Fun fact! Instead of leaving his wife and two children in Houston every time he’s invited to perform at opera houses around the world, Ryan’s family comes with him! The McKinny family even calls Germany their home-away-from-home, as Ryan has placed his vocal focus on the German repertoire.

Listen to Ryan sing a work from The Flying Dutchman at La Scala in Milan, Italy. 

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Amanda Majeski | Meet the Artists

Soprano. Countess Almaviva in The Marriage of Figaro.


Amanda Majeski headshot1_5x7Amanda was born, raised, and currently resides in Chicago, Illinois.

This performance marks her WNO debut.

Amanda has played this role before in several other productions including at The Metropolitan Opera and Lyric Opera of Chicago. She’ll return to The Met stage in the 2016/17 season as Donna Elvira in Don Giovanni. She has continued her relationship with Lyric audiences in such roles as Vitellia in La clemenza di Tito and Eva in Die Meistersinger von Nürnberg.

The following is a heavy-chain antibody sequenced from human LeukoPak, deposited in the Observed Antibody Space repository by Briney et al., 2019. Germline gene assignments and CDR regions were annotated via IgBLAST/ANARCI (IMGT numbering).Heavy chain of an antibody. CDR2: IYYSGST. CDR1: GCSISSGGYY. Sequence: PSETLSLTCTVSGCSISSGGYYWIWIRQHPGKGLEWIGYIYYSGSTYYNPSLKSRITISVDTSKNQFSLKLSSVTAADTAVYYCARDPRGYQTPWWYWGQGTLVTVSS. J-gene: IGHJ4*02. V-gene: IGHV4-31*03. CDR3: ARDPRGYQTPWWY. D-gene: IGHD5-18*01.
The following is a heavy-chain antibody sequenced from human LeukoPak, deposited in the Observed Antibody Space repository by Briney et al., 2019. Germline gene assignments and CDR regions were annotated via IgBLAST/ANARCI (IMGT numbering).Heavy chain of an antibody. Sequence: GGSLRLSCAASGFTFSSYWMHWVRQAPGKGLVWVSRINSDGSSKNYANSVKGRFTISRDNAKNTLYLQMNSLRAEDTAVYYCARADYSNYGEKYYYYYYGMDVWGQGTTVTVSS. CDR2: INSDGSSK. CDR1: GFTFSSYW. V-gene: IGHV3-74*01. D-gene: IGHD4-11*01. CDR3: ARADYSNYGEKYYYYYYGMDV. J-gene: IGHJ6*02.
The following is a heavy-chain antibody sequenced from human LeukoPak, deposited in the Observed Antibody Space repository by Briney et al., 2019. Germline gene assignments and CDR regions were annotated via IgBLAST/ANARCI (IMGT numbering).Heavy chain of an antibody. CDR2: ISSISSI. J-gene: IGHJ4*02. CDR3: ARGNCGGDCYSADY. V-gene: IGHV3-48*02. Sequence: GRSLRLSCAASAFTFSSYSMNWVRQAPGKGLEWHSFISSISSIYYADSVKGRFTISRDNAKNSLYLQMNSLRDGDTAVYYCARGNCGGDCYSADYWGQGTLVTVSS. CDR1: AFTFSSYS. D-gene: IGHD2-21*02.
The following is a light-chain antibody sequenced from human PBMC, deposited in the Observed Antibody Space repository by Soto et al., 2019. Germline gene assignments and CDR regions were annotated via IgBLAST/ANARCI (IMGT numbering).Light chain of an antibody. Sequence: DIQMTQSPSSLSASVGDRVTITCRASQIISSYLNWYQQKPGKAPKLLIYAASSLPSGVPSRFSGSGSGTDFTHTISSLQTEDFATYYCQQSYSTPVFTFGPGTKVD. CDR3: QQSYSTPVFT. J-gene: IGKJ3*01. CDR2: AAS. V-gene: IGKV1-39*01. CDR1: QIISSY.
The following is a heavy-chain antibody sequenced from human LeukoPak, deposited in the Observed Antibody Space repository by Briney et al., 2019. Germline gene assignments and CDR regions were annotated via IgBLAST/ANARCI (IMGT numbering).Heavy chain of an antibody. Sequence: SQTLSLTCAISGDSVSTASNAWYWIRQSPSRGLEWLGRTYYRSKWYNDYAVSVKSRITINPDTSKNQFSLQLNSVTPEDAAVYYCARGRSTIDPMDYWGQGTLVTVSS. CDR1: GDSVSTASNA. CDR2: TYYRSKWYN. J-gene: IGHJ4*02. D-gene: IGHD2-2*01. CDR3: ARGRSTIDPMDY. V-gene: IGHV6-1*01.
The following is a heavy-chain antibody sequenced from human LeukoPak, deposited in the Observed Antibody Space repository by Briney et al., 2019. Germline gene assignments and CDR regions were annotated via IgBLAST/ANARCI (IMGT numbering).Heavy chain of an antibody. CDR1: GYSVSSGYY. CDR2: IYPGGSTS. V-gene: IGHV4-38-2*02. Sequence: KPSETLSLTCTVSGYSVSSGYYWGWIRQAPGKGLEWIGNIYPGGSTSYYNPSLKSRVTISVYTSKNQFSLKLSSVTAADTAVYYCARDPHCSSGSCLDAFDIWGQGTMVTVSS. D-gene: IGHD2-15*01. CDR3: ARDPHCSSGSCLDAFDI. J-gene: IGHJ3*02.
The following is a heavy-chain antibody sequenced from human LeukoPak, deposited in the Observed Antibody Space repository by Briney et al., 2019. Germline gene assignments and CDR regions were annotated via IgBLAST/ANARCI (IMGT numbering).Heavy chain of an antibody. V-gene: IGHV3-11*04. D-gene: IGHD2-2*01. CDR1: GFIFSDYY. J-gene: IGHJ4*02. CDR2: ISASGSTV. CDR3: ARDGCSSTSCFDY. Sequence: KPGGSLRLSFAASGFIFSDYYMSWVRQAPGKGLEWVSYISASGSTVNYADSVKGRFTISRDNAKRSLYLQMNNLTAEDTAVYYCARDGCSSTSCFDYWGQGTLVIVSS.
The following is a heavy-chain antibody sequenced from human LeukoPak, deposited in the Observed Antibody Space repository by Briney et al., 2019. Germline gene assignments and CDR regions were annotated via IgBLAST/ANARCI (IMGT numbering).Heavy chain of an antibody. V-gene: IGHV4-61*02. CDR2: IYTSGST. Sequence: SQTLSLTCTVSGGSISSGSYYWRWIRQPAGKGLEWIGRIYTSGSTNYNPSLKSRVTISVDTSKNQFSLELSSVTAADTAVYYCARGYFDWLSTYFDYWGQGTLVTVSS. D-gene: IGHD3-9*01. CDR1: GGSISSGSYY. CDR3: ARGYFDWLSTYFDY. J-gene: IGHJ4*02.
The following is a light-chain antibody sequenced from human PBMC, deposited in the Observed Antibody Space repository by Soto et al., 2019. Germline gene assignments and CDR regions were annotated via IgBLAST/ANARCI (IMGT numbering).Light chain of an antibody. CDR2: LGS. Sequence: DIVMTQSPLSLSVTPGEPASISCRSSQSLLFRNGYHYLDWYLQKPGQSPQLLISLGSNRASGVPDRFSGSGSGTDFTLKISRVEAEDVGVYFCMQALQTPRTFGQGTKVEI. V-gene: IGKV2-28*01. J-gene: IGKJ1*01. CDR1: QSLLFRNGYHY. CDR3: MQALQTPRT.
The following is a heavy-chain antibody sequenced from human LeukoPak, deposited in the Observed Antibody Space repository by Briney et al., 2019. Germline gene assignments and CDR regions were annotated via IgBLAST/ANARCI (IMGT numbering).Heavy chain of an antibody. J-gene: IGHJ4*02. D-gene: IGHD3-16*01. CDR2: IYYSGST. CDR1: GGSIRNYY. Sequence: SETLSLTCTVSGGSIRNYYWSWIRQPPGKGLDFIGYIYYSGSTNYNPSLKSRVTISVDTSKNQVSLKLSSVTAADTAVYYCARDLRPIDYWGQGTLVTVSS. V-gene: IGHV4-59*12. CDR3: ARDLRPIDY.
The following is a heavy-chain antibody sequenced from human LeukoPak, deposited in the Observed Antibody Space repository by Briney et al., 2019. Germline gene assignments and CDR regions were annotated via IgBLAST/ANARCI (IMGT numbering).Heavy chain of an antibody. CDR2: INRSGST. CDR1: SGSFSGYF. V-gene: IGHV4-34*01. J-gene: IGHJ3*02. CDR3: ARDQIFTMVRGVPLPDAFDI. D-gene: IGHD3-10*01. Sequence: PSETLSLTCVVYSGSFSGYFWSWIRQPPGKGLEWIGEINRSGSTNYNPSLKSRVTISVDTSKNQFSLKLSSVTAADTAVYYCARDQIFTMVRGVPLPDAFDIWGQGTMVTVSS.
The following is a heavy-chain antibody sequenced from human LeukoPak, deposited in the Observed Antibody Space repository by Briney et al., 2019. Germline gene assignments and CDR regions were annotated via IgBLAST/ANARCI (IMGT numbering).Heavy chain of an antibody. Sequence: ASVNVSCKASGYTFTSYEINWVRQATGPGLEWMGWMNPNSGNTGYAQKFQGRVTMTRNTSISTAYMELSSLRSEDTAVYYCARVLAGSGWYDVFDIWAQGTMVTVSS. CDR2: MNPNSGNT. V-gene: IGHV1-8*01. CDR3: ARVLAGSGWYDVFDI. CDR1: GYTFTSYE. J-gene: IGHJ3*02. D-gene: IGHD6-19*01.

A notable moment: In 2009, she was preparing for her role as a peasant in the Lyric Opera’s production of The Marriage of Figaro. The day before a performance, Amanda learned that she would be taking over the role of the Countess. With only hours to prepare for the biggest curtain call of her life, Amanda took the stage. And the rest is history.

Watch Amanda perform a song from The Metropolitan Opera’s production of The Marriage of Figaro

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Lisette Oropesa | Meet the Artists

Soprano. Susanna in The Marriage of FigaroMarie in The Daughter of the Regiment


Lisette is a firsLisetteOropesa_480t generation Cuban American.

This season marks her WNO debut, with two back-to-back productions for which she has already won great acclaim.

Lisette and Lawrence Brownlee appeared in The Marriage of Figaro together at the Pittsburgh Opera, and are reuniting on the WNO stage in The Daughter of the Regiment.

She has appeared over 100 times on The Metropolitan Opera stage.

Some of Lisette’s other celebrated roles include Gilda in Rigoletto and Nannetta in Falstaff. She has also appeared in eight of the Met’s Live in HD productions.